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ISPLA: More DMF-Data Provider's Viewpoints

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  • Peter Psarouthakis
    A recent pressing issue, access to the Social Security Administration Death Master File, brought forth the viewpoints of a data information provider, Robert
    Message 1 of 1 , Mar 27, 2014
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      A recent pressing issue, access to the Social Security Administration Death Master File, brought forth the viewpoints of a data information provider, Robert Scott of Crime Time and SkipSmasher that you may find of interest -- and for which ISPLA thanks him for his kind comments - Bruce Hulme, ISPLA Director of Government Affairs.
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      Dear Investigators,

      We’ve been looking at the Death Master File changes and wanted to share what our understanding is as of the moment and what the changes will mean to private investigators and skiptracers.


      The Death Master File (DMF) also referred to as the SSDI (Social Security Death Index) is the source of the widely available death data found on both pay sites like our own Skip Smasher and on free sites like at Ancestry.com. Virtually all reported deaths eventually end up being recorded here. Some deaths in big city hospitals are electronically reported and end up in the DMF within hours; although there is a lag time before the data vendor you use updates their version of the database. The data has been freely available from the government because the person was deceased (and no longer protected by the Privacy Act) and the information including the SSN was released under FOIA. It was and is an indispensable investigative/skiptracing tool.


      Approximately two years ago possible regulation of the data came onto the radar because of concerns that the SSNs of dead children were being used for identity theft; and then more recently a new stated reason was refund fraud was being perpetrated on the IRS. The restriction of the data was passed into law as part of a budget bill in 2013 with the Secretary of Commerce and NTIS in charge of implementation of the program. For the record, myself and others on the data side of things believe the new law will actually INCREASE social security and death fraud but at this point it is what it is.


      DMF data for deaths occurring before March 26, 2014 is not affected. It should still be found at all of the places you found it before the new law went into effect.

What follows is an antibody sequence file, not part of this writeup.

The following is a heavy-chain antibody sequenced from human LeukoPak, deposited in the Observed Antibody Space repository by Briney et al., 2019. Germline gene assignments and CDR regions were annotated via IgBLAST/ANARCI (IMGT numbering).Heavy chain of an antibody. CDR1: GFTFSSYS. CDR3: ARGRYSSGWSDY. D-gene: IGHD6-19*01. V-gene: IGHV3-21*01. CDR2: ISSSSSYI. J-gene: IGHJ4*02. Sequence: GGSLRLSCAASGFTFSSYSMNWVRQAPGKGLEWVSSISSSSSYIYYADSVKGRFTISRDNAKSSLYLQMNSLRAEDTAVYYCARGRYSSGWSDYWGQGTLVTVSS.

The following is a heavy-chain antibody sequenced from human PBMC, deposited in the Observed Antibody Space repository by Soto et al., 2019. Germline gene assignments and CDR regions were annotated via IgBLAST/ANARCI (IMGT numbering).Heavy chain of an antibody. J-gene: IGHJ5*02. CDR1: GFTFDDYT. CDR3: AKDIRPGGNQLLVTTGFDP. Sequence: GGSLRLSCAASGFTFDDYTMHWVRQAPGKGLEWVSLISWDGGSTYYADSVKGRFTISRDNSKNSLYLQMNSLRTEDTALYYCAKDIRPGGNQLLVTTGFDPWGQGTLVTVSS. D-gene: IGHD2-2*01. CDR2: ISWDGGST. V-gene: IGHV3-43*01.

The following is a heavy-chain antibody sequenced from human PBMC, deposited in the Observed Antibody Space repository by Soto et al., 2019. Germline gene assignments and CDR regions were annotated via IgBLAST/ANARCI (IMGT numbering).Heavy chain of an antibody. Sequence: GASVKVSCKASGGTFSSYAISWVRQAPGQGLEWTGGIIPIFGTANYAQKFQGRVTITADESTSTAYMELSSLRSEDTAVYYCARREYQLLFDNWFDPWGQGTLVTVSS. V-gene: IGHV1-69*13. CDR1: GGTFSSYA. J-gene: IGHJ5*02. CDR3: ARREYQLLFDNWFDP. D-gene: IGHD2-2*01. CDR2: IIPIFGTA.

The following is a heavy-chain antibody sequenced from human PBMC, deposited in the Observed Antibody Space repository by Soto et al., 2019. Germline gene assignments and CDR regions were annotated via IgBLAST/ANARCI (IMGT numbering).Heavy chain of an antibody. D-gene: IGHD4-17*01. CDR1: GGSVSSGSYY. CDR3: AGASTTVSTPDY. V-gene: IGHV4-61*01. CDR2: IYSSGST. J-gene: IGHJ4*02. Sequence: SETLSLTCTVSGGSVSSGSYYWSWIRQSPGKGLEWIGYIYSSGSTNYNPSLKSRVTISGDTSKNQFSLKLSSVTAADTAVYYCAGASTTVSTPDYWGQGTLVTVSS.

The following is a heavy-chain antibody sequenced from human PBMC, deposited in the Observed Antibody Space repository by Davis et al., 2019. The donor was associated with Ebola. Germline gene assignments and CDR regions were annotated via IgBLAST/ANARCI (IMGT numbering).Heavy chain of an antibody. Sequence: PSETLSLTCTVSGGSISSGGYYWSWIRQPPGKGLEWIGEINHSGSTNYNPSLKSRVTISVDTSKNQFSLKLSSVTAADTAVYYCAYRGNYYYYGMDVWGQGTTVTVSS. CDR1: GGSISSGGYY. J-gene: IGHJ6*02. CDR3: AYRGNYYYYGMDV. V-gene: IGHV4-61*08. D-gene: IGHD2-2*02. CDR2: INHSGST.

For deaths occurring March 26, 2014 and later the data will be restricted for a period of three years from the date of death. For certified users who are doing things like fraud prevention, the data will still be available – assuming their data provider becomes an authorized licensee to share the data. A permissible purpose will be required to run a search, just like you currently do with GLB searches. In addition, searches run will be subject to an audit. There is a $1000 penalty per violation with a $250,000 annual cap on penalties. In addition, data providers may require a one time stand alone affidavit where you certify how you will use the limited access DMF or there could be a TOS (Terms of Service) upgrade. Three years after a death occurs, NTIS will release the death information in an “Open Access DMF” that will have no restrictions.

      Due to the increased costs of compliance and data, you can expect the post-March 26, 2014 death data to become a pay search at most data providers. Possibly it will not start out as a pay product, but we believe that is where it will end up. I would like to point out that this is merely speculation on my part as even at Skip Smasher we are still looking at our options and deciding what to do. We do anticipate having the limited access DMF data for our customers.


      I would like to thank Bruce Hulme of ISPLA for doing an excellent job of keeping the industry informed!

      Again I would like to remind you that this is a fluid, fast breaking situation so this information should be viewed as subject to change and corrections. Of course nothing in this email should be construed as legal advice.

      Thanks for listening,

      Robert Scott, PI

      Creator, SkipSmasher.com


      P.S. You have my permission to share this on other investigative listserves.
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